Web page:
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Is your dog racist?

Jack russel barking advice
© Shutterstock

It is not uncommon for a dog to have unusual reactions to people of different races, men, bald men, or someone wearing a uniform… is this discrimination? 

By Emilie Heyl

You might sometimes hear certain dog owners say: “My dog is so embarrassing. Everytime we cross a black person in the street, he growls at them”.

Confused because their four-legged best friend, who is so soft and gentle, suddenly lashes out at certain people, these owners tend to think that their dog is racist, sexist or simply... strange. 

Dogs copy their owners

This behaviour can be explained. On the website Psychology Today, Stanley Coren, psychology professor and famous author of a number of books about dogs, suggests the following: dogs know what we are feeling. Our dogs can notice if we act differently, even if it is almost unnoticeable, around certain people. The professor uses the example of a woman who has been assaulted by a young black man, who knocked her over when taking her handbag. Since this experience, even if the woman does not develop any prejudices, the dog will become aggressive towards those that remind her of the experience.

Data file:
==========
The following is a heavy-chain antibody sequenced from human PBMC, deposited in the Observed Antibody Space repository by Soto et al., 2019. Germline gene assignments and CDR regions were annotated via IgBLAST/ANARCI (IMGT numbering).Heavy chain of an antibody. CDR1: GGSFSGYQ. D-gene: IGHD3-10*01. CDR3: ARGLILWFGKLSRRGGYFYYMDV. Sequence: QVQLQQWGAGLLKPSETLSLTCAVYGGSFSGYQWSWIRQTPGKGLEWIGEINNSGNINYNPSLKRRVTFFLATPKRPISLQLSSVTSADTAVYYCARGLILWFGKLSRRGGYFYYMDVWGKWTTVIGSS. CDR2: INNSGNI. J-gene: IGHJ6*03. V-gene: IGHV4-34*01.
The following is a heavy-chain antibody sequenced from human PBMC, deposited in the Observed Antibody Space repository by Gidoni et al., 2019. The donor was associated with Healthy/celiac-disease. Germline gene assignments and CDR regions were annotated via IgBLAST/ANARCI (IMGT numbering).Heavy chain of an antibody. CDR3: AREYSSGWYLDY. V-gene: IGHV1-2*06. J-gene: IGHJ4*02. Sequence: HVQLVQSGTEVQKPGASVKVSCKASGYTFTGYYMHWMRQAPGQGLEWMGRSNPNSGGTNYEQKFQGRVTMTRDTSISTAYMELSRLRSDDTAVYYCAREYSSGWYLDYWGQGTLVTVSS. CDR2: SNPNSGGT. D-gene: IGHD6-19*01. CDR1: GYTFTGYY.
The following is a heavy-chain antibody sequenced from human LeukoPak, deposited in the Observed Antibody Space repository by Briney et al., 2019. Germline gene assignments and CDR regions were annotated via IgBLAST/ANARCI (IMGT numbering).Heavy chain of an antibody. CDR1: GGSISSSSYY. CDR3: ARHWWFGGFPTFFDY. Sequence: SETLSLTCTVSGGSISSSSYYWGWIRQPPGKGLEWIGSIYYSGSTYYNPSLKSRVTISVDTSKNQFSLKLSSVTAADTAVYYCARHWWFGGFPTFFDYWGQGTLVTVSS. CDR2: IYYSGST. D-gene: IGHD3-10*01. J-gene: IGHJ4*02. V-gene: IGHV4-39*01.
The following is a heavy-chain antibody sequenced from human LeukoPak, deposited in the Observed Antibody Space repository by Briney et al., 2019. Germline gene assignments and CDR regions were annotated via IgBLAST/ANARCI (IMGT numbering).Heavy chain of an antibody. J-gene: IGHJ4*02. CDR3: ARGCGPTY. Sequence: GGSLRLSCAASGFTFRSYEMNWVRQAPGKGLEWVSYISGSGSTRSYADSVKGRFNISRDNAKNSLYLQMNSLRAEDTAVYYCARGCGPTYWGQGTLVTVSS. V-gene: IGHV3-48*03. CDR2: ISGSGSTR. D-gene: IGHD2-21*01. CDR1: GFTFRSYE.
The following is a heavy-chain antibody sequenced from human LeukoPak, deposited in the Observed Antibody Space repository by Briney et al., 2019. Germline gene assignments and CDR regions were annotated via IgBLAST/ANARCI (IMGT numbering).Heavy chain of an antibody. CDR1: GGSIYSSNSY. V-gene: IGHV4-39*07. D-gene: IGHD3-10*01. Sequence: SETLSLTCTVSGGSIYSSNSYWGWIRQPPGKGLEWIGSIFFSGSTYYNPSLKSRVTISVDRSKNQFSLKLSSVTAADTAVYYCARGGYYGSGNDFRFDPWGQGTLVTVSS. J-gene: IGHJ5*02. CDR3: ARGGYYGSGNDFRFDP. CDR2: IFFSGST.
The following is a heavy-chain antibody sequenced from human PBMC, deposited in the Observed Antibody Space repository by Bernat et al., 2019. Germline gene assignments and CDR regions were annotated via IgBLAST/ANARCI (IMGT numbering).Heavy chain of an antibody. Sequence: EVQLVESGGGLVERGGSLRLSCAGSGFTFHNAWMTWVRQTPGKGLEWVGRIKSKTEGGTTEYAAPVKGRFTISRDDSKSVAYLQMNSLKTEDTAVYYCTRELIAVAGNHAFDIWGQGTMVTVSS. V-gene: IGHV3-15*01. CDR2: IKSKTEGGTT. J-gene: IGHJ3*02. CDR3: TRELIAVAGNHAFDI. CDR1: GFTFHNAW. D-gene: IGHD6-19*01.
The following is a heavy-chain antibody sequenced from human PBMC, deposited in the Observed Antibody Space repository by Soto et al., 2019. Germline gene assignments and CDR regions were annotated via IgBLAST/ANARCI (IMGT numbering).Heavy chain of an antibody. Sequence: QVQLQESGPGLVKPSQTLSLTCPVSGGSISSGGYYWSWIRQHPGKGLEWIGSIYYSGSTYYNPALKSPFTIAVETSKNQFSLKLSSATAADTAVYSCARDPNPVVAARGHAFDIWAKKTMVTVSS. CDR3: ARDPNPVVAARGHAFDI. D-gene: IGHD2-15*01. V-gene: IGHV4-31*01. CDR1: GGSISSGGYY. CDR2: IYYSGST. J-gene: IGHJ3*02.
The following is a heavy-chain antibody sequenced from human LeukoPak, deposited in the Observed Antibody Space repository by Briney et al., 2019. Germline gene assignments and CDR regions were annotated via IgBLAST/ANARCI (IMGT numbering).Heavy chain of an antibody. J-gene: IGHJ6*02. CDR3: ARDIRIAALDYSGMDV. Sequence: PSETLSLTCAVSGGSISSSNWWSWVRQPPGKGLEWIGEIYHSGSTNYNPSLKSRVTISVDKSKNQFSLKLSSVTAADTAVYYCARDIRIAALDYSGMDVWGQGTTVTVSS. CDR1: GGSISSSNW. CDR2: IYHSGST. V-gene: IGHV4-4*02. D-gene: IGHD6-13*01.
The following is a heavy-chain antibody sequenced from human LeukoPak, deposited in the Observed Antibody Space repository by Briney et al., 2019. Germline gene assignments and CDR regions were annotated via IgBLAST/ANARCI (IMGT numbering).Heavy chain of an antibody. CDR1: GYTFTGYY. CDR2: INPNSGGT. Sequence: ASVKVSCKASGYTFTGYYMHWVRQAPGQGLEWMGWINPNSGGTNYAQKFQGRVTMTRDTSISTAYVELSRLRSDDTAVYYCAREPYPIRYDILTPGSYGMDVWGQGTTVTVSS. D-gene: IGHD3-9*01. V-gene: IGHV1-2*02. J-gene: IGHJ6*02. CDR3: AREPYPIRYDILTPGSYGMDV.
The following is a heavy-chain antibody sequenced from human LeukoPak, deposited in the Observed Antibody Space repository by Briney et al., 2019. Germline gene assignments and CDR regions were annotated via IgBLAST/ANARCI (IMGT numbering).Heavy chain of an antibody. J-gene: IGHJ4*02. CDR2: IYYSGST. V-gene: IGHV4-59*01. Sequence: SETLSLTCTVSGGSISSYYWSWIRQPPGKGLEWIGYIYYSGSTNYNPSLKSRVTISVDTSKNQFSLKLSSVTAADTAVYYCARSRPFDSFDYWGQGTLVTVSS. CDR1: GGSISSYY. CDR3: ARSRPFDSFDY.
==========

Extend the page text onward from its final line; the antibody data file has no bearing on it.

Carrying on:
According to the professor, dogs are capable of discerning subtle behaviours. It’s impossible to lie to a dog. All it takes is for an owner to look or move unusually and a dog can detect insecurity. Because of this previous incident, Stanley Coren suggests that, the woman may hesitate when passing another black man in the street. Despite not being racist, she can still feel some kind of apprehension. Her dog perceives this immediately. From here, the aggression begins. The dog is not racist and neither is his owner, but having such a great capacity for empathy, his behaviour reflects that of his master. 

The same goes for dogs that do not like men. They can feel their owner’s fear of men  (which is sometimes unconscious), if she is wary around them and/or has been traumatised by a man. The dog’s aggression is the physical manifestation of the female owner’s internalised suspicion. 

A traumatised dog 

On the other hand, due to their own negative experiences, the dog could have linked a particular kind of person to their own traumatic events. For instance, a dog could be aggressive towards all bald men because he was once beaten by a bald man. 

He could equally seem to hate firemen, police officers and postmen because he was never introduced to people in uniform during his early period of socialisation. That being said, if your dog shows signs of discrimination, it is not the be all and end all. Solutions exist, which consist of counter-conditioning. Call on a behaviourist or dog trainer to help.
 

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